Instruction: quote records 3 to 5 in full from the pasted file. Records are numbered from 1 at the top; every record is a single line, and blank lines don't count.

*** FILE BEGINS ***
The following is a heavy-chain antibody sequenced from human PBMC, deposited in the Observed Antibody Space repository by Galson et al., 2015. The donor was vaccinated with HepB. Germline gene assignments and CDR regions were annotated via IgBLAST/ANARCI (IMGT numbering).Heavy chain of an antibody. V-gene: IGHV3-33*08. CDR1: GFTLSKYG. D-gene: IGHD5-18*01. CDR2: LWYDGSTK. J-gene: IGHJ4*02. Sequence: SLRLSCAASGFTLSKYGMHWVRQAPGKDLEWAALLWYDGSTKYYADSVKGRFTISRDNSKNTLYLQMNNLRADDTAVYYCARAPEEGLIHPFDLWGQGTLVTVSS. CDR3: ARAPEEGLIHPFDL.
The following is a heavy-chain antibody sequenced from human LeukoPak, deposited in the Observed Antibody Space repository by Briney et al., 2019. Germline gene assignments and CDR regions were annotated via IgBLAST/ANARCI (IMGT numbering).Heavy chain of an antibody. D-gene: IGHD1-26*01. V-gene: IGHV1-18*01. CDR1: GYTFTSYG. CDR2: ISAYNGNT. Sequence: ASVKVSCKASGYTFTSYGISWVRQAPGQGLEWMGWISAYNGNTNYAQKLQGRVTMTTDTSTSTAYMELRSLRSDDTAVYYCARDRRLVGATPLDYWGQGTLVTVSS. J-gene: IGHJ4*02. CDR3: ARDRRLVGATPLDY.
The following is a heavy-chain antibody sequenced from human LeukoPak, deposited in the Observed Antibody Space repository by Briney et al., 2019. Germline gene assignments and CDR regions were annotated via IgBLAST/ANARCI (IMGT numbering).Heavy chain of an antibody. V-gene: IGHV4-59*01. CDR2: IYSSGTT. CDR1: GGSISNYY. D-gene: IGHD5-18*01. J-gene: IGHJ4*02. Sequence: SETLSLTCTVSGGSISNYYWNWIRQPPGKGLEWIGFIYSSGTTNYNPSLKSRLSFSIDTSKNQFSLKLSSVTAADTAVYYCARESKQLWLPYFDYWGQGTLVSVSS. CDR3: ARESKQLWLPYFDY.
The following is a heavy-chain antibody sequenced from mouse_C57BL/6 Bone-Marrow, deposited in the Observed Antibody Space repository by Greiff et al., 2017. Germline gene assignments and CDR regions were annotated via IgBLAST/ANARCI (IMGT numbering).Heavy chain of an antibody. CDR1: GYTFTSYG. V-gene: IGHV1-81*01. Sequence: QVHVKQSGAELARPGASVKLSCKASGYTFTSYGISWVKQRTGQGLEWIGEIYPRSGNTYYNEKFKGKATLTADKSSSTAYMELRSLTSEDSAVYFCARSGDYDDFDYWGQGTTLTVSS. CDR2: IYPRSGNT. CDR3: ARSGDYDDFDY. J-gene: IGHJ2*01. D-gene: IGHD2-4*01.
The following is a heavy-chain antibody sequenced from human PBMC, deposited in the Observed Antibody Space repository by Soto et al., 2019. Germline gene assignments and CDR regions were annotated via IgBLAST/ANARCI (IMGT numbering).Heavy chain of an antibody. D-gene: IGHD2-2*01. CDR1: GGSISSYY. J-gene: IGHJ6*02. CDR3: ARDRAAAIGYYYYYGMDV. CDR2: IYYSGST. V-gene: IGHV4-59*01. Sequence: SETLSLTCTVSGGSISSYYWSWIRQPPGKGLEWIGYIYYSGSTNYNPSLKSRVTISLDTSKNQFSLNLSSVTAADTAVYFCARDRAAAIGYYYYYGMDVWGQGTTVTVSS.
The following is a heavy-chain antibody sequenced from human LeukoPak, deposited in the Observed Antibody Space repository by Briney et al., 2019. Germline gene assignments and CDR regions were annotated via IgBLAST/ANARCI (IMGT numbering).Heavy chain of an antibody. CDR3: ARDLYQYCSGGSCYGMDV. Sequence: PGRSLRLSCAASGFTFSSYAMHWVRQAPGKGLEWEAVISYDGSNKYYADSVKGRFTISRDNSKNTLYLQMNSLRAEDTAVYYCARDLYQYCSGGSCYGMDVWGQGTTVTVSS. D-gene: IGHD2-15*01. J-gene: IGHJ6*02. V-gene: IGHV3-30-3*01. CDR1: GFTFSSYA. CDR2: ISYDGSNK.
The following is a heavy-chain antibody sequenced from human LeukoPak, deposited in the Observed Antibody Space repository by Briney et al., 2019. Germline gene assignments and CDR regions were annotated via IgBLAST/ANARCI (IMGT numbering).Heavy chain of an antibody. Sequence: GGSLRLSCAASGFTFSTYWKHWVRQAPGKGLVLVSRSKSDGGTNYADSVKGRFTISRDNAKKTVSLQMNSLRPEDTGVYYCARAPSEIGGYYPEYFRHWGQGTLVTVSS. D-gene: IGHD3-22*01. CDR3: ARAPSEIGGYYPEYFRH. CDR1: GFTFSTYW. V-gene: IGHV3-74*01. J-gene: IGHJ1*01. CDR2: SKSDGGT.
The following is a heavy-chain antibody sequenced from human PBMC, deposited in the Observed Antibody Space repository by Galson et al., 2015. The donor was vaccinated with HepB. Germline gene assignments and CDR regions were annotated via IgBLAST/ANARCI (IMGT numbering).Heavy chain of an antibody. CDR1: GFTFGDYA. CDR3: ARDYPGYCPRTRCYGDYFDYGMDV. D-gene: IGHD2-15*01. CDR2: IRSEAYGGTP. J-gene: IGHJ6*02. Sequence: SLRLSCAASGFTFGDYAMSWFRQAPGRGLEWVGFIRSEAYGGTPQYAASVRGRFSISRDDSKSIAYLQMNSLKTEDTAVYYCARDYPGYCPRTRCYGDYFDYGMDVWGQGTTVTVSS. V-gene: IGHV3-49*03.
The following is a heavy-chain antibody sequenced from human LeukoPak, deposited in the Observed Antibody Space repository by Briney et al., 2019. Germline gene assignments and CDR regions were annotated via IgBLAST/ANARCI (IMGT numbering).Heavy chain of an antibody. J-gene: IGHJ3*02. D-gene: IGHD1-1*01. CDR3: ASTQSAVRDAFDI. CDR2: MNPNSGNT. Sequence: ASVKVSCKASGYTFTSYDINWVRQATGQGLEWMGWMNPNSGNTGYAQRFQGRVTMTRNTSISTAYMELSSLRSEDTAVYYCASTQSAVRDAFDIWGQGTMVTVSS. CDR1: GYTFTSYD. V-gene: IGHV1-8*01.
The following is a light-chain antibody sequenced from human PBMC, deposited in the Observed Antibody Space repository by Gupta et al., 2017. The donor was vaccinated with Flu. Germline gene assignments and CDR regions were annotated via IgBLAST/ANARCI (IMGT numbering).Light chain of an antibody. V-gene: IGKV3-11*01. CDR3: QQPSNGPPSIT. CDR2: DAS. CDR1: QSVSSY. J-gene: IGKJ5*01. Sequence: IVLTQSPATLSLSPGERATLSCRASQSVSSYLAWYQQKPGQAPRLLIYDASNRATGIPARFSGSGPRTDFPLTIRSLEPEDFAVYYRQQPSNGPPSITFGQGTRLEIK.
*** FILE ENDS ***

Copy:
The following is a heavy-chain antibody sequenced from human LeukoPak, deposited in the Observed Antibody Space repository by Briney et al., 2019. Germline gene assignments and CDR regions were annotated via IgBLAST/ANARCI (IMGT numbering).Heavy chain of an antibody. V-gene: IGHV4-59*01. CDR2: IYSSGTT. CDR1: GGSISNYY. D-gene: IGHD5-18*01. J-gene: IGHJ4*02. Sequence: SETLSLTCTVSGGSISNYYWNWIRQPPGKGLEWIGFIYSSGTTNYNPSLKSRLSFSIDTSKNQFSLKLSSVTAADTAVYYCARESKQLWLPYFDYWGQGTLVSVSS. CDR3: ARESKQLWLPYFDY.
The following is a heavy-chain antibody sequenced from mouse_C57BL/6 Bone-Marrow, deposited in the Observed Antibody Space repository by Greiff et al., 2017. Germline gene assignments and CDR regions were annotated via IgBLAST/ANARCI (IMGT numbering).Heavy chain of an antibody. CDR1: GYTFTSYG. V-gene: IGHV1-81*01. Sequence: QVHVKQSGAELARPGASVKLSCKASGYTFTSYGISWVKQRTGQGLEWIGEIYPRSGNTYYNEKFKGKATLTADKSSSTAYMELRSLTSEDSAVYFCARSGDYDDFDYWGQGTTLTVSS. CDR2: IYPRSGNT. CDR3: ARSGDYDDFDY. J-gene: IGHJ2*01. D-gene: IGHD2-4*01.
The following is a heavy-chain antibody sequenced from human PBMC, deposited in the Observed Antibody Space repository by Soto et al., 2019. Germline gene assignments and CDR regions were annotated via IgBLAST/ANARCI (IMGT numbering).Heavy chain of an antibody. D-gene: IGHD2-2*01. CDR1: GGSISSYY. J-gene: IGHJ6*02. CDR3: ARDRAAAIGYYYYYGMDV. CDR2: IYYSGST. V-gene: IGHV4-59*01. Sequence: SETLSLTCTVSGGSISSYYWSWIRQPPGKGLEWIGYIYYSGSTNYNPSLKSRVTISLDTSKNQFSLNLSSVTAADTAVYFCARDRAAAIGYYYYYGMDVWGQGTTVTVSS.